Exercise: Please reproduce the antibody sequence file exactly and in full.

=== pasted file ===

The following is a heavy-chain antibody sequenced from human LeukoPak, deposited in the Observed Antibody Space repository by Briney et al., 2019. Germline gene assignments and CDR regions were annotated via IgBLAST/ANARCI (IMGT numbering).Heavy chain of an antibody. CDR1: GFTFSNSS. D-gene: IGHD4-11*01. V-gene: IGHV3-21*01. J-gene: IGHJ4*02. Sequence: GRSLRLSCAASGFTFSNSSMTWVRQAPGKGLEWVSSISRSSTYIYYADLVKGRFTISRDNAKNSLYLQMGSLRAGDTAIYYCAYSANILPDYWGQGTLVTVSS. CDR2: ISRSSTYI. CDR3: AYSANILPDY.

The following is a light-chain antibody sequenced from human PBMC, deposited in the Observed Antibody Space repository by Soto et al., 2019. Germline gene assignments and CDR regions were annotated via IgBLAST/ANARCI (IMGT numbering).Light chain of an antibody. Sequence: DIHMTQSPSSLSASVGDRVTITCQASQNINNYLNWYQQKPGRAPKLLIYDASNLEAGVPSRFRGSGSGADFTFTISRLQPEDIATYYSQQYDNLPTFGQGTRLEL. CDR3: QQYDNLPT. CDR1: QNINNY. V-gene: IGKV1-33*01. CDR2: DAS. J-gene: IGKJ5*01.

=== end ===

The following is a heavy-chain antibody sequenced from human LeukoPak, deposited in the Observed Antibody Space repository by Briney et al., 2019. Germline gene assignments and CDR regions were annotated via IgBLAST/ANARCI (IMGT numbering).Heavy chain of an antibody. CDR1: GFTFSNSS. D-gene: IGHD4-11*01. V-gene: IGHV3-21*01. J-gene: IGHJ4*02. Sequence: GRSLRLSCAASGFTFSNSSMTWVRQAPGKGLEWVSSISRSSTYIYYADLVKGRFTISRDNAKNSLYLQMGSLRAGDTAIYYCAYSANILPDYWGQGTLVTVSS. CDR2: ISRSSTYI. CDR3: AYSANILPDY.

The following is a light-chain antibody sequenced from human PBMC, deposited in the Observed Antibody Space repository by Soto et al., 2019. Germline gene assignments and CDR regions were annotated via IgBLAST/ANARCI (IMGT numbering).Light chain of an antibody. Sequence: DIHMTQSPSSLSASVGDRVTITCQASQNINNYLNWYQQKPGRAPKLLIYDASNLEAGVPSRFRGSGSGADFTFTISRLQPEDIATYYSQQYDNLPTFGQGTRLEL. CDR3: QQYDNLPT. CDR1: QNINNY. V-gene: IGKV1-33*01. CDR2: DAS. J-gene: IGKJ5*01.